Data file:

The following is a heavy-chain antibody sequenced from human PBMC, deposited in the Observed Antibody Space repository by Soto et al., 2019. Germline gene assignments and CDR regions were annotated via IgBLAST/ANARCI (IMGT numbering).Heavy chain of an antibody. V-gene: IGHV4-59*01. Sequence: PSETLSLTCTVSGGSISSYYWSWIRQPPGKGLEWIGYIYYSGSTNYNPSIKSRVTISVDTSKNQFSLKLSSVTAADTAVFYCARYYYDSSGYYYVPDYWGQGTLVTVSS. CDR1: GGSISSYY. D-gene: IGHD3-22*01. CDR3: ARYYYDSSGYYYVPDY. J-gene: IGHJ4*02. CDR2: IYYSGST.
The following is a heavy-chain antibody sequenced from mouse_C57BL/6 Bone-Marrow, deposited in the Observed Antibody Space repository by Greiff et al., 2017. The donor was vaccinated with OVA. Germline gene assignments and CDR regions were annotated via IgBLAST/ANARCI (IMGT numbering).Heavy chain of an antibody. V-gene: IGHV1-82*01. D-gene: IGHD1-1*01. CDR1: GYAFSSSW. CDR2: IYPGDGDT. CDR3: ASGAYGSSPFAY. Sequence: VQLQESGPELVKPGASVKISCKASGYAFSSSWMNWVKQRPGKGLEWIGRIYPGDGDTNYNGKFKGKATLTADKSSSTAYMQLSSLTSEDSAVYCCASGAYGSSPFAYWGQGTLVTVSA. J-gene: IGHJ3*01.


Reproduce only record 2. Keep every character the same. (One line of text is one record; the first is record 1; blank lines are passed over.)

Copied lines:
The following is a heavy-chain antibody sequenced from mouse_C57BL/6 Bone-Marrow, deposited in the Observed Antibody Space repository by Greiff et al., 2017. The donor was vaccinated with OVA. Germline gene assignments and CDR regions were annotated via IgBLAST/ANARCI (IMGT numbering).Heavy chain of an antibody. V-gene: IGHV1-82*01. D-gene: IGHD1-1*01. CDR1: GYAFSSSW. CDR2: IYPGDGDT. CDR3: ASGAYGSSPFAY. Sequence: VQLQESGPELVKPGASVKISCKASGYAFSSSWMNWVKQRPGKGLEWIGRIYPGDGDTNYNGKFKGKATLTADKSSSTAYMQLSSLTSEDSAVYCCASGAYGSSPFAYWGQGTLVTVSA. J-gene: IGHJ3*01.